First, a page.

Rebekah, Dave, and the Chipping Norton set: Where power in Britain lies – Press – Media – The Independent
If Cotswold life is notably social, it is also notably powerful. Within a few square miles, the Prime Minister, the most powerful woman in Britain, the most powerful PR man in Britain and the daughter of the world’s leading media magnate can all be found. Anyone who wanted to claim that democracies are a sham could do worse than start here.
Neighbours talk of a barbecue a few weeks ago where the alcohol flowed, and David Cameron and Rebekah Brooks are known to be regular visitors at each other’s houses, “forever popping round for supper”, according to one friend. They are known to have had dinner with each other at least once over Christmas (with James Murdoch), and were seen together at a drinks party in a neighbouring manor house on Boxing Day, in defiance of those who thought the PM should not get too close to representatives of a company seeking to take over BSkyB.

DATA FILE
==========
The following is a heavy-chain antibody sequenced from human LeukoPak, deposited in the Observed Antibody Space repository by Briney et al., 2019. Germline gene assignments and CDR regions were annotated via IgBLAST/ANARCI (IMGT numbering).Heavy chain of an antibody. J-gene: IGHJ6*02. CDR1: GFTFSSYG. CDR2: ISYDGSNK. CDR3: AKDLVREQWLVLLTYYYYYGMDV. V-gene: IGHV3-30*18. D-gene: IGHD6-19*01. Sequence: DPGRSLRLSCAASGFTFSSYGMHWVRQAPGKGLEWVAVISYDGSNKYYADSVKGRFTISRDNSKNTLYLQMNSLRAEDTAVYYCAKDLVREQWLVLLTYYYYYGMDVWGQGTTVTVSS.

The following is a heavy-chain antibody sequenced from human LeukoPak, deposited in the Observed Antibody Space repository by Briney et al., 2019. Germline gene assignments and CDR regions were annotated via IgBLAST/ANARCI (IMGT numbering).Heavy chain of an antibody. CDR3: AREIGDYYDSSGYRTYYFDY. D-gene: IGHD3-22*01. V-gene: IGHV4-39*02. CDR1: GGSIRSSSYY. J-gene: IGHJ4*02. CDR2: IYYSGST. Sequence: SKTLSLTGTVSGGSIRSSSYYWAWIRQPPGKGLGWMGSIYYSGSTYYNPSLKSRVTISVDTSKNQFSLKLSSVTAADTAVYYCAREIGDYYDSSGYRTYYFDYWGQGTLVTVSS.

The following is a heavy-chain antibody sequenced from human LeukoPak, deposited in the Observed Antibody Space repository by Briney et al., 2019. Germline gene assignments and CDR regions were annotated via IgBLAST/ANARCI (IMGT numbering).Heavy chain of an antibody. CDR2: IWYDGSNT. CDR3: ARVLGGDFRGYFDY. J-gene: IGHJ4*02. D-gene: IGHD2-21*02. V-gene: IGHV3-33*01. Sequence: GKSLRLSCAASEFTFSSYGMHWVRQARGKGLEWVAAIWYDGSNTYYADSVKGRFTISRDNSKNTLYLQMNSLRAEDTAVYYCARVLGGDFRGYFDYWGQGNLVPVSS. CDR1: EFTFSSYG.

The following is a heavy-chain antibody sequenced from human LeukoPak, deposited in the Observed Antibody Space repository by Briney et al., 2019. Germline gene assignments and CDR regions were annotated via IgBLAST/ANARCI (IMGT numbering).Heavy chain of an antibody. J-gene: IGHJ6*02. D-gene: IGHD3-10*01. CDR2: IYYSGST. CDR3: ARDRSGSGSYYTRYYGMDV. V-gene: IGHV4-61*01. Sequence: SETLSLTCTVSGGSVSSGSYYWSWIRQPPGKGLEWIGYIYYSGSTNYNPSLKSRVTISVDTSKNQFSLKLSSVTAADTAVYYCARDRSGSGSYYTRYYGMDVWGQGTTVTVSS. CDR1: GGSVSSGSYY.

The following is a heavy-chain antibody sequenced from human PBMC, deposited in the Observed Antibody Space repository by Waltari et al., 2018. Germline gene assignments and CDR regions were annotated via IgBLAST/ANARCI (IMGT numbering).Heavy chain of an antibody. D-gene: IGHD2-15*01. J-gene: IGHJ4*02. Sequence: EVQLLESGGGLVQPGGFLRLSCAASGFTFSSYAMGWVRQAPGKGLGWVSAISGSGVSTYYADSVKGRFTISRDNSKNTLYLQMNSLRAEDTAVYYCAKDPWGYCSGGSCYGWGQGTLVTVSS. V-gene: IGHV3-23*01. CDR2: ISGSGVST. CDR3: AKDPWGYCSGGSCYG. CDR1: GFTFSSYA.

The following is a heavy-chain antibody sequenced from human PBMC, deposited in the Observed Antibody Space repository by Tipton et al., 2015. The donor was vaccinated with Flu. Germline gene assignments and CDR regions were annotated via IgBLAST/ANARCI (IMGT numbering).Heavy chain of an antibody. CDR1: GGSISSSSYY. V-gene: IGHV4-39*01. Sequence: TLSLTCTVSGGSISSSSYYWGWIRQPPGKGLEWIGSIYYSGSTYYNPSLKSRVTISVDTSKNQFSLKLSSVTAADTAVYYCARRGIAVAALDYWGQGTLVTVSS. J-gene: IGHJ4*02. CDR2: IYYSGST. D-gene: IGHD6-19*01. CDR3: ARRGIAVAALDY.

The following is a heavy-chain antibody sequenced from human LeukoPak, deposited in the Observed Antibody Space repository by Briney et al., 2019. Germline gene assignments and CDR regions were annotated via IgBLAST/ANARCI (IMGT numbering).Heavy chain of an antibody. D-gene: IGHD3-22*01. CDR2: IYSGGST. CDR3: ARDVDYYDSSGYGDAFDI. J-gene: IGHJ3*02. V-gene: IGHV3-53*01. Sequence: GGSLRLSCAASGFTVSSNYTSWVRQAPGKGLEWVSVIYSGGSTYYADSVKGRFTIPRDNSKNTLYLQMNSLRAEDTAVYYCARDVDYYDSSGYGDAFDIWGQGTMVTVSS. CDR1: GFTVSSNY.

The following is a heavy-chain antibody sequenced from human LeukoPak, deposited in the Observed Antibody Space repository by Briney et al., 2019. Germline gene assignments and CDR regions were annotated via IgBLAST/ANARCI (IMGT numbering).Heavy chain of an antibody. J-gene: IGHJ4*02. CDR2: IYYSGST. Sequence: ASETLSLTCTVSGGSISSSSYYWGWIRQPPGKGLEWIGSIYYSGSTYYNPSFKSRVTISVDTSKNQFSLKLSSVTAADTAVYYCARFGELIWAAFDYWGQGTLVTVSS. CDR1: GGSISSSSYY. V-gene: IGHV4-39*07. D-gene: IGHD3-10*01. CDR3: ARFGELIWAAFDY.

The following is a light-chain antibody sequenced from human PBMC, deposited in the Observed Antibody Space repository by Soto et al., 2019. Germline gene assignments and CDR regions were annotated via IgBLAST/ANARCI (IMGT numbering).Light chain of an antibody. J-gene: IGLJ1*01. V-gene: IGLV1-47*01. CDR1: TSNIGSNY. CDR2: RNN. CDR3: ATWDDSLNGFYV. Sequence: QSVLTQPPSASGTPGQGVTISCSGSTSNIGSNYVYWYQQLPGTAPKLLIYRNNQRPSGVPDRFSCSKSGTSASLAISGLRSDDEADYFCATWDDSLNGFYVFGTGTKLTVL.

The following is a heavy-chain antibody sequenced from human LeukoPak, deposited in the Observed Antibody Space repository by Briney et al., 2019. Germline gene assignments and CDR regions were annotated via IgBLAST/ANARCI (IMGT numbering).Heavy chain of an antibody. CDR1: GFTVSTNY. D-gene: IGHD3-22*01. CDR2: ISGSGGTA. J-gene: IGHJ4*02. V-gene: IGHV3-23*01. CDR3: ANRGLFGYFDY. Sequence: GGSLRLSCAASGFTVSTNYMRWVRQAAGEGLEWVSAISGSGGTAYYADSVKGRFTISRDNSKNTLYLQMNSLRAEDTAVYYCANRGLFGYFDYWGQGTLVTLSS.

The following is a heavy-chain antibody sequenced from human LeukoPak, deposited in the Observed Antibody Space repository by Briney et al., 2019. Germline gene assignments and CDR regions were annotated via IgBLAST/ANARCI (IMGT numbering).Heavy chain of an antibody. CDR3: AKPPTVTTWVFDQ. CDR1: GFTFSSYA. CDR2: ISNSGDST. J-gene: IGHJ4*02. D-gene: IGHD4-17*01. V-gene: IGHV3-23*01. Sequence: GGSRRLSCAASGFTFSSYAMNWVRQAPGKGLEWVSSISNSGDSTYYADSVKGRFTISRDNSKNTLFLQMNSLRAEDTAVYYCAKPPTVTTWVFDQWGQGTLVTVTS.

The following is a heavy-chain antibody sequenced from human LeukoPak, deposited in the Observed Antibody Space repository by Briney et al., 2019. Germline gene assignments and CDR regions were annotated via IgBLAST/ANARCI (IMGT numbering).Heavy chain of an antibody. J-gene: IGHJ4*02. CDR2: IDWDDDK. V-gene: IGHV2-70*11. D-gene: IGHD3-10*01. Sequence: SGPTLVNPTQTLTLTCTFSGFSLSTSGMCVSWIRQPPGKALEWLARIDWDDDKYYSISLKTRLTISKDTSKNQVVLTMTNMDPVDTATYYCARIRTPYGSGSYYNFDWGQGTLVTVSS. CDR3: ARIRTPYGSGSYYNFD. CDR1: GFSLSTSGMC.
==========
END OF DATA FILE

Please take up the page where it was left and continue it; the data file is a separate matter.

Of big houses, there is no shortage. But in the past decade, the mix of occupants has changed from nobs and bankers to include a mix of celebrities and politicos. When Cameron came to the area 10 years ago, he rented a cottage from Lord Chadlington, the brother of John Gummer, before buying a farmhouse in the hamlet of Dean when he won the seat of Witney. Matthew Freud and Elisabeth Murdoch began renting China Corner from the Duke of Marlborough’s Blenheim Palace estate, before buying Burford Priory for £6m three years ago. Rebekah Wade followed suit, renting at Blenheim before moving in with her new husband, Charlie Brooks (part of a long-established Cotswold family and a friend of Cameron’s brother, Alex), to his converted barn between Sarsden and Churchill.